It was a mutually beneficial partnership that Crane and Schiff had, living together in Crane's downtown apartment hideout. Crane got a willing worker and assistant, someone to help him produce mass quantities of the toxin, as well as a bodyguard who, unlike Crane, was skilled in the use of firearms. Schiff started out as the sole muscle of the operation, but once the deal with the Chechen went through, Crane was able to hire some more thugs. He had two of them he kept on call, lowlife losers he liked to refer to as Larry and Moe, even though those weren't their real names, due to their intelligence or lack thereof, but they served their purpose well enough.
As for Schiff, out of the arrangement he got safe lodging, hidden from both Batman and the police, who were eager to round up all of Arkham's escapees, cash, and perhaps most importantly of all, drugs (as Schiff liked to call them, "Not the fun kind"). Crane had stockpiled a large supply of various pharmaceuticals, including antipsychotics, from his doctor days, and he made sure that Schiff took them daily. While they were together, Schiff was fairly balanced and functioning. He was doing so well, in fact, that he had taken to cooking all of their meals. Schiff, it turned out, was a marvelous cook.
It surprised Crane to suddenly have meals ready and waiting for him when he came home. He had never had a roommate before, being a solitary man. As for Schiff, well, he had had a roommate, back in Arkham, having never been put in Solitary, but in Arkham it wasn't possible to cook for your roommate, even if he had wanted to (he didn't; he hated that bastard). Crane was different, though. Schiff liked Crane, which was funny to him when he realized the fact, considering he hadn't cared much about him one way or the other back when he was his doctor. But then, Crane had never gotten into pharmapsychology because he wanted to help people. It was more about controlling people—every fiber in Crane's body craved power. Financial power… psychological power…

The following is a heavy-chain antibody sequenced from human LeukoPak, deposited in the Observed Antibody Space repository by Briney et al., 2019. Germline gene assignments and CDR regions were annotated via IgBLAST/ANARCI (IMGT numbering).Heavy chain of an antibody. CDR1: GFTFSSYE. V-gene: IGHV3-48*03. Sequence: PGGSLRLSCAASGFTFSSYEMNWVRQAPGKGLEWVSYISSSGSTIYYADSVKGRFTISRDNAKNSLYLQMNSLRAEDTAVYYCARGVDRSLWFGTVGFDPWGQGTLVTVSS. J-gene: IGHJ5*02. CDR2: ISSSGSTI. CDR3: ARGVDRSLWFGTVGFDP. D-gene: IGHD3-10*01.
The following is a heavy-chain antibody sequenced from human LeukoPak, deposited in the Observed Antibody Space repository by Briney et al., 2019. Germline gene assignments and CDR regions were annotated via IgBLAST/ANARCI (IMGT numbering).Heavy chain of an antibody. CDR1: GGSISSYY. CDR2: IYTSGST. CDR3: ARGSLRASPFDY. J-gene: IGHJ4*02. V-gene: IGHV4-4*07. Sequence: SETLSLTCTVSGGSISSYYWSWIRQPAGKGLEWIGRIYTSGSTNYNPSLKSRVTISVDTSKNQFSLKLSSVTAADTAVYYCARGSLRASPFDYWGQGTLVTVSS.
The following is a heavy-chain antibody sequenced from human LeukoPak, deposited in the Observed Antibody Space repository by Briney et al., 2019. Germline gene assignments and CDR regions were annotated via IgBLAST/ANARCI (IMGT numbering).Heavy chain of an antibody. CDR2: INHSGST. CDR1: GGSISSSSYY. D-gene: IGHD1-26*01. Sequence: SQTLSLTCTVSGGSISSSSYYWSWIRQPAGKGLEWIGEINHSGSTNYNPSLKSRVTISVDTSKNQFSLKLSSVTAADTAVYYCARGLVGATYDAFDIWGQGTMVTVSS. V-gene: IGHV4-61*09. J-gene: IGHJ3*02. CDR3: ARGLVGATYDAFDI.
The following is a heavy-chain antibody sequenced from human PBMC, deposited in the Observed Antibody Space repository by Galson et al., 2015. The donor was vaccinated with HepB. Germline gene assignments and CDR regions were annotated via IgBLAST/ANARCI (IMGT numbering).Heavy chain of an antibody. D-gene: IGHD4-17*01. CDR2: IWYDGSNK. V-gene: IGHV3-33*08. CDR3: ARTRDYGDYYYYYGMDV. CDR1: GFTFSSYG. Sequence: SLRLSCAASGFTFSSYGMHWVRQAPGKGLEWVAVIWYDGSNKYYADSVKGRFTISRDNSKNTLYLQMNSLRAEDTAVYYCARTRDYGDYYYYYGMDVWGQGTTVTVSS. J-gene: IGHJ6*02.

"Sit down, Thomas…"
Schiff sat down on the couch in their living room opposite Crane. He didn't give a second thought as to obeying. Whatever Crane said, he did.
It was after dinner. The curtains were open in the living room, revealing the large sliding glass balcony door through which all of Gotham could be seen from the high rise apartment, the city lights glittering all around in the dark.
"It's time for me to take my medicine, Doctor Crane. Can I have it?" It was imperative to Schiff that he took his medicine on time. He started to feel antsy if he waited too long between doses.
Crane said nothing, merely took a pill bottle out of his jacket pocket and opened the lid, taking out a small red capsule. Thomas always refused to take any medicine that wasn't coated; this way it didn't taste bad.
Schiff held out his hand, but Crane made no move to hand it over. "Not yet…" he said. "I've been thinking, Thomas, about something I read in your file back in Arkham. It said you were suspended once in high school. Do you remember?" Schiff didn't answer, so Crane went on. "Suspended for a hate crime, if I recall correctly. And Thomas? I always recall correctly." It was true. Crane had a photographic memory. "Your file said you beat another boy, Billy Schilawski, age 15, unconscious, in the hallway. Unprovoked. Why did you do that?"
Schiff was avoiding Crane's gaze now, staring at the floor, unmoving.
"Doctor Crane? I'd like to take my medicine now…"
Schiff started to answer but his voice faltered. He was still avoiding Crane's gaze, staring intently on the carpet. Schiff's voice came out low and small. "B-because he was a faggot."
"Now, that's not a very nice word, is it?"
Schiff shook his head no, sweating visibly.